In April three dozen members of a neo-Nazi group rallied in Newnan, south of Atlanta. Hundreds showed up to counter protest. Police report no one was injured, but the day raised questions about who pays for free speech when it endangers public safety. Local governments spent more than $200,000 to keep the peace.
It all started with a run-of-the mill city permit, plus $50 for a security deposit. Same as you’d pay to have a family reunion in Newnan’s Greenville Park. But this was no barbecue. It was a spectacle like nothing Stan Herring’s ever seen in his town. And he’s seen a lot in 60 years.
"The [Ku Klux] Klan have always tried to come in, but they always throw them on the outskirts of town somewhere." he said. "But, this is big, this is real."
On April 21, The National Socialist Movement got a permit to rally in the middle of Newnan. The group timed its annual meeting with Hitler's birthday, and used a swastika in its logo design until recently. It's considered a hate group by the The Southern Poverty Law Center.
Herring stood by the car wash he runs on the main drag. And everywhere he turned: police officers, barricades, helicopters and armored convoys.
In all, about 700 people in uniforms turned Newnan into a militarized zone. The city and Coweta County spent more on overtime wages, supplies and food, than the city budgets for an entire year to pave and repair its streets.
Stan Herring was disgusted: "A $50 permit? To put all these people at risk and then spend hundreds of thousands of dollars of taxpayer money in this town to support all that. I don’t feel comfortable with all that."
But Newnan’s leaders say it had no choice but to allow a controversial group to use the park, and to foot the bill. Eugene Volokh agrees. He teaches 1st amendment law at UCLA.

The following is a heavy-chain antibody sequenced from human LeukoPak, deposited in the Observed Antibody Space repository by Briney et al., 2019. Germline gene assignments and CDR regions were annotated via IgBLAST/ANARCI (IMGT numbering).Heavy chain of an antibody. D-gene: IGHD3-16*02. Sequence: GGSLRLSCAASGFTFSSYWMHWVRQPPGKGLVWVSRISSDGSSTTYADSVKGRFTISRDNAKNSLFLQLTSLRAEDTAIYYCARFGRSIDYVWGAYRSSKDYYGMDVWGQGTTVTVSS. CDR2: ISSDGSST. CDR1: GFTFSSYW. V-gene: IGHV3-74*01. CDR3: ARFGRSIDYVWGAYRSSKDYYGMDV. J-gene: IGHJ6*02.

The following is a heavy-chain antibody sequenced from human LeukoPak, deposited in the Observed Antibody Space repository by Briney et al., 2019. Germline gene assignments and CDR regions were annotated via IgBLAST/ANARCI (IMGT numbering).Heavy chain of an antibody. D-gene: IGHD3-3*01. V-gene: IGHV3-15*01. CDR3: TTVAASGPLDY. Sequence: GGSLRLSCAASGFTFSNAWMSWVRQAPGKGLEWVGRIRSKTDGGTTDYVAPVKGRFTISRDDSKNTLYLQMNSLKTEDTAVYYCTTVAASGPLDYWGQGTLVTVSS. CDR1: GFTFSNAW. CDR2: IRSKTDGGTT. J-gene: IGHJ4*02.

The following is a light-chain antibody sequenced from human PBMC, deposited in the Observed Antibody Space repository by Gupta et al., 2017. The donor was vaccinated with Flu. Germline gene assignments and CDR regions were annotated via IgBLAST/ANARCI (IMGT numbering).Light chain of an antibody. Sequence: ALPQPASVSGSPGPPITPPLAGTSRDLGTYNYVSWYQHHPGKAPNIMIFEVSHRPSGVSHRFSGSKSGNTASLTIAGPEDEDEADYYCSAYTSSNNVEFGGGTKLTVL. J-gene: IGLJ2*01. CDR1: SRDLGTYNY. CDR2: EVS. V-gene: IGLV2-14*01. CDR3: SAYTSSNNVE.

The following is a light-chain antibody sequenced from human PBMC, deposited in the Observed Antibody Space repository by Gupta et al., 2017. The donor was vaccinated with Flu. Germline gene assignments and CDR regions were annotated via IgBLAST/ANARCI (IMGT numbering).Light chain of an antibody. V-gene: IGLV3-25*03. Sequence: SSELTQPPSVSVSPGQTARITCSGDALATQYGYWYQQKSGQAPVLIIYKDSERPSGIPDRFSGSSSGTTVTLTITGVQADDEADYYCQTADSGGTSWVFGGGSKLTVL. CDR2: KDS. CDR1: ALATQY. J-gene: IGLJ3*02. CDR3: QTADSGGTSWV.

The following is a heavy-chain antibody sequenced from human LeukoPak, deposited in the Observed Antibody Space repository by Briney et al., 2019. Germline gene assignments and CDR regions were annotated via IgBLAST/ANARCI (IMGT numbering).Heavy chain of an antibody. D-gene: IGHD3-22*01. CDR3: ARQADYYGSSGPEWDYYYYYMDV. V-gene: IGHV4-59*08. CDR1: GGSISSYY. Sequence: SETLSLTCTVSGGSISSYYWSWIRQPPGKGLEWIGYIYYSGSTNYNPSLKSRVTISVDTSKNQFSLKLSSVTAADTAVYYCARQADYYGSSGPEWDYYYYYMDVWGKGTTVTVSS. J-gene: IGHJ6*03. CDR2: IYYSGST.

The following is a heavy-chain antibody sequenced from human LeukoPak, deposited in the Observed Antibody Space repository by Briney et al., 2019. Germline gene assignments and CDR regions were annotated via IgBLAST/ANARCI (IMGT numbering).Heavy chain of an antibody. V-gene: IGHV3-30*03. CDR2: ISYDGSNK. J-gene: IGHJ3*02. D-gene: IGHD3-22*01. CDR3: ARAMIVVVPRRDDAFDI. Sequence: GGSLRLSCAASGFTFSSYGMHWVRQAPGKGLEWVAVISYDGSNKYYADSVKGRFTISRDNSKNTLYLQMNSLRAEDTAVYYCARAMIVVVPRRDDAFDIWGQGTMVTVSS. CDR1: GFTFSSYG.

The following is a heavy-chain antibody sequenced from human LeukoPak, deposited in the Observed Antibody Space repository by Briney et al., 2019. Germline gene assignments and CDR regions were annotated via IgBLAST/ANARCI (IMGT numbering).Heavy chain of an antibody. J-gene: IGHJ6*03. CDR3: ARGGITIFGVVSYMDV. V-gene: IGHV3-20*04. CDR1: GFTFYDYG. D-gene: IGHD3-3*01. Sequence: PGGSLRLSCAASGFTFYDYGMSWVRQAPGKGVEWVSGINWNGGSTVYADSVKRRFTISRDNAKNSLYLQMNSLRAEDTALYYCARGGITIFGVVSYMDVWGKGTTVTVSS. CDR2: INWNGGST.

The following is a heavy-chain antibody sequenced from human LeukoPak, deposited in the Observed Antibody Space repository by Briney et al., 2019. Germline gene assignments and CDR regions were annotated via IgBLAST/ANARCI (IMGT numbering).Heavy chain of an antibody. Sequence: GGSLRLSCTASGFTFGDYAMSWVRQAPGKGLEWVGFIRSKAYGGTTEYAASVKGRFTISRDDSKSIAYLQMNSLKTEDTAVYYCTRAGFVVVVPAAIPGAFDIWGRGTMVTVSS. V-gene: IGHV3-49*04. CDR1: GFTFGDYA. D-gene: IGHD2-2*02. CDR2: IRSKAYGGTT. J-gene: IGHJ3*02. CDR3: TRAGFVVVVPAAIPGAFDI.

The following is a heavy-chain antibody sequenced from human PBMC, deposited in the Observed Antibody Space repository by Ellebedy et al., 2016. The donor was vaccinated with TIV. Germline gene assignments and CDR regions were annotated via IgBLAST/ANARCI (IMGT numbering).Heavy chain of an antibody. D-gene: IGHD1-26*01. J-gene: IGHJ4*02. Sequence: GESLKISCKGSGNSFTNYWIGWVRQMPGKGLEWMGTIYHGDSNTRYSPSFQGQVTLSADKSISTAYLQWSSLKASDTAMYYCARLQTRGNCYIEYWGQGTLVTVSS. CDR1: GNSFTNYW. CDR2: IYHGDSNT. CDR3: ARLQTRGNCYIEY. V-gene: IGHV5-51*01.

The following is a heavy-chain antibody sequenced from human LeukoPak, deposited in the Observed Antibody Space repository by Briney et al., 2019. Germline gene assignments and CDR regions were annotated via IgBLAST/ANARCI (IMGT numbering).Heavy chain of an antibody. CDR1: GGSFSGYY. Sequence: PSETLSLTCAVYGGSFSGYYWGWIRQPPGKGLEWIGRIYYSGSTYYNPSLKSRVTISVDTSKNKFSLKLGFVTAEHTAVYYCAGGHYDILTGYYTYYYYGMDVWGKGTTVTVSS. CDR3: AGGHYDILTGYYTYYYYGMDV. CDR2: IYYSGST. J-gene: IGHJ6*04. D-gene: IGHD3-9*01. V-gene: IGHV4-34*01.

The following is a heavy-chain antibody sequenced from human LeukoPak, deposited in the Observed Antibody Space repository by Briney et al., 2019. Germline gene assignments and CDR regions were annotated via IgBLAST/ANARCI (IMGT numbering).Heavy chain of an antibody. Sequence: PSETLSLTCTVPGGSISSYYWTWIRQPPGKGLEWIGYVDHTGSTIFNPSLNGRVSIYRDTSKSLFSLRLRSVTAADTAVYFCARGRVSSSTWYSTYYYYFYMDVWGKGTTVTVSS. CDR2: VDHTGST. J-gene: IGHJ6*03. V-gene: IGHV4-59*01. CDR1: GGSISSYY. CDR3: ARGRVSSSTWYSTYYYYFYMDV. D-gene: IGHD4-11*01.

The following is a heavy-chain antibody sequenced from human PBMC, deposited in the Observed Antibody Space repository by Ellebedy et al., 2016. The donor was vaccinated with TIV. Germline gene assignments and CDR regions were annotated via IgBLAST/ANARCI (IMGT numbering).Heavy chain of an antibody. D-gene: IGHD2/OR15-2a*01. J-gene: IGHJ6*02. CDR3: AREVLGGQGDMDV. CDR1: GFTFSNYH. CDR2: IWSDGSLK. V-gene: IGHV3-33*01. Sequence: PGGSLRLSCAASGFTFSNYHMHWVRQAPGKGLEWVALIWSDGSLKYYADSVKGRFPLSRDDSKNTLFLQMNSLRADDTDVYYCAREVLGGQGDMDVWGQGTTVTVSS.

"They could be racist, they could be communist, they could express whatever views they want. You can’t restrict them. You can't charge them more because of their views even if it's based on a good faith judgment that it will require a lot of police protection," Volokh said.
This goes for the entire country, but the battle to decide the law was born in Georgia. Thirty years ago, Forsyth County tried to charge groups deemed more likely to cause trouble more for a permit. A group of white supremacists challenged that, and the U.S. Supreme Court ruled in their favor.
But earlier this year demonstrators at the state capitol in Atlanta were asked to pay security costs associated with the March For Our Lives. About 30,000 people descended on the capitol to call for gun reform. And as a condition of that permit, the Georgia Department of Public Safety billed organizers early $7,000 for overtime costs.
Volokh says that's because state capitols aren’t the same as spaces like sidewalks, or Newnan’s city park. Georgia seems to be leading the nation on testing more limits on access to state property traditionally used for free speech.
Steve Stancil of the Georgia Building Authority, which manages Liberty Plaza and capitol grounds, told CBS 46:
"If there’s going to be an event after hours, then there needs to be a sponsor by a constitutional officer, and they have to pay for additional security."
Getting a constitutional officer meant that to hold a rally on a weekend, you needed permission from one of seven elected officials---all of whom are currently Republicans. But then, a Democratic lawmaker and an organizer of the march threatened a lawsuit.The state backed down and stopped enforcing the rule.
Another legal battle over free speech is rising in the south though, and some of the players were in Newnan.
At that rally, NSM Leader Jeff Schoep said "thanks to the city of Newnan, Georgia for having us here today." Schoep is named in a lawsuit accusing 25 individuals and extremist groups of conspiring to plan, promote and carry out the violence in Charlottesville, Virginia last year. Three people died and 19 were injured.
The lawsuit hinges on who’s accountable when words lead to violence.